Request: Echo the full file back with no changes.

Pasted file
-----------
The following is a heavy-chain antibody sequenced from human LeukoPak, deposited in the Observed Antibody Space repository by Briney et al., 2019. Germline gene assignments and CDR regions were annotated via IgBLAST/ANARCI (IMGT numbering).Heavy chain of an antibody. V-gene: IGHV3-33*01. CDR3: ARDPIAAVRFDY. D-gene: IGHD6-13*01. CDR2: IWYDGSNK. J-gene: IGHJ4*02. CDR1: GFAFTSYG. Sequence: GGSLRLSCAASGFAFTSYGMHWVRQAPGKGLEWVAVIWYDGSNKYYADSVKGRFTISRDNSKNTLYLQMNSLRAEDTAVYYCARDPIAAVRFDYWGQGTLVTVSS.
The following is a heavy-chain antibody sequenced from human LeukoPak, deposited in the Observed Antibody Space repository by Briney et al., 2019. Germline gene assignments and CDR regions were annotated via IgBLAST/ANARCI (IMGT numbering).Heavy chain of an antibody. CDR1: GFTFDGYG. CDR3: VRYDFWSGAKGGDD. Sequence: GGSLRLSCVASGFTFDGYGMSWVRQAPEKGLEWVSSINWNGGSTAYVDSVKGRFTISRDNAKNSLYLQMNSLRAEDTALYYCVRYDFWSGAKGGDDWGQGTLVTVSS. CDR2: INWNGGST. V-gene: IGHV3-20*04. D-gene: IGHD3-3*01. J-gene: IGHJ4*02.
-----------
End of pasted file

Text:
The following is a heavy-chain antibody sequenced from human LeukoPak, deposited in the Observed Antibody Space repository by Briney et al., 2019. Germline gene assignments and CDR regions were annotated via IgBLAST/ANARCI (IMGT numbering).Heavy chain of an antibody. V-gene: IGHV3-33*01. CDR3: ARDPIAAVRFDY. D-gene: IGHD6-13*01. CDR2: IWYDGSNK. J-gene: IGHJ4*02. CDR1: GFAFTSYG. Sequence: GGSLRLSCAASGFAFTSYGMHWVRQAPGKGLEWVAVIWYDGSNKYYADSVKGRFTISRDNSKNTLYLQMNSLRAEDTAVYYCARDPIAAVRFDYWGQGTLVTVSS.
The following is a heavy-chain antibody sequenced from human LeukoPak, deposited in the Observed Antibody Space repository by Briney et al., 2019. Germline gene assignments and CDR regions were annotated via IgBLAST/ANARCI (IMGT numbering).Heavy chain of an antibody. CDR1: GFTFDGYG. CDR3: VRYDFWSGAKGGDD. Sequence: GGSLRLSCVASGFTFDGYGMSWVRQAPEKGLEWVSSINWNGGSTAYVDSVKGRFTISRDNAKNSLYLQMNSLRAEDTALYYCVRYDFWSGAKGGDDWGQGTLVTVSS. CDR2: INWNGGST. V-gene: IGHV3-20*04. D-gene: IGHD3-3*01. J-gene: IGHJ4*02.